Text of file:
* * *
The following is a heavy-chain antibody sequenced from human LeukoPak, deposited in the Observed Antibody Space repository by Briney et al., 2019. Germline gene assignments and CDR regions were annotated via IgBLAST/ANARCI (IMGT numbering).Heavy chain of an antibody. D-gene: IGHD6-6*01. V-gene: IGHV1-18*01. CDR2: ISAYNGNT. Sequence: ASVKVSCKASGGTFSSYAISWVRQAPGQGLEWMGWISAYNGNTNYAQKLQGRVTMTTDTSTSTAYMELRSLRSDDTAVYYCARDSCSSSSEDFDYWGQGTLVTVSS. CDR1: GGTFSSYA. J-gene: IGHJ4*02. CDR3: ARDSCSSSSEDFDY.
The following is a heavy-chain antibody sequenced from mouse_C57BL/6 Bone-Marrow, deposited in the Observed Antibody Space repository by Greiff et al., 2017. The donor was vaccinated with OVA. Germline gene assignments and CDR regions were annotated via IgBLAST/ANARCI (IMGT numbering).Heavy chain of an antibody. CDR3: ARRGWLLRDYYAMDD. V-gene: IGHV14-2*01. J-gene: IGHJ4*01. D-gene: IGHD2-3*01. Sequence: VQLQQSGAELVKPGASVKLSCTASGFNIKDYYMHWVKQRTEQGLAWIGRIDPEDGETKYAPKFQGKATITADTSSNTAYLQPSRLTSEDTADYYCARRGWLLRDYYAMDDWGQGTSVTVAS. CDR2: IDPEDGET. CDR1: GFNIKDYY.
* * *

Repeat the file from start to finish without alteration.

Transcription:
The following is a heavy-chain antibody sequenced from human LeukoPak, deposited in the Observed Antibody Space repository by Briney et al., 2019. Germline gene assignments and CDR regions were annotated via IgBLAST/ANARCI (IMGT numbering).Heavy chain of an antibody. D-gene: IGHD6-6*01. V-gene: IGHV1-18*01. CDR2: ISAYNGNT. Sequence: ASVKVSCKASGGTFSSYAISWVRQAPGQGLEWMGWISAYNGNTNYAQKLQGRVTMTTDTSTSTAYMELRSLRSDDTAVYYCARDSCSSSSEDFDYWGQGTLVTVSS. CDR1: GGTFSSYA. J-gene: IGHJ4*02. CDR3: ARDSCSSSSEDFDY.
The following is a heavy-chain antibody sequenced from mouse_C57BL/6 Bone-Marrow, deposited in the Observed Antibody Space repository by Greiff et al., 2017. The donor was vaccinated with OVA. Germline gene assignments and CDR regions were annotated via IgBLAST/ANARCI (IMGT numbering).Heavy chain of an antibody. CDR3: ARRGWLLRDYYAMDD. V-gene: IGHV14-2*01. J-gene: IGHJ4*01. D-gene: IGHD2-3*01. Sequence: VQLQQSGAELVKPGASVKLSCTASGFNIKDYYMHWVKQRTEQGLAWIGRIDPEDGETKYAPKFQGKATITADTSSNTAYLQPSRLTSEDTADYYCARRGWLLRDYYAMDDWGQGTSVTVAS. CDR2: IDPEDGET. CDR1: GFNIKDYY.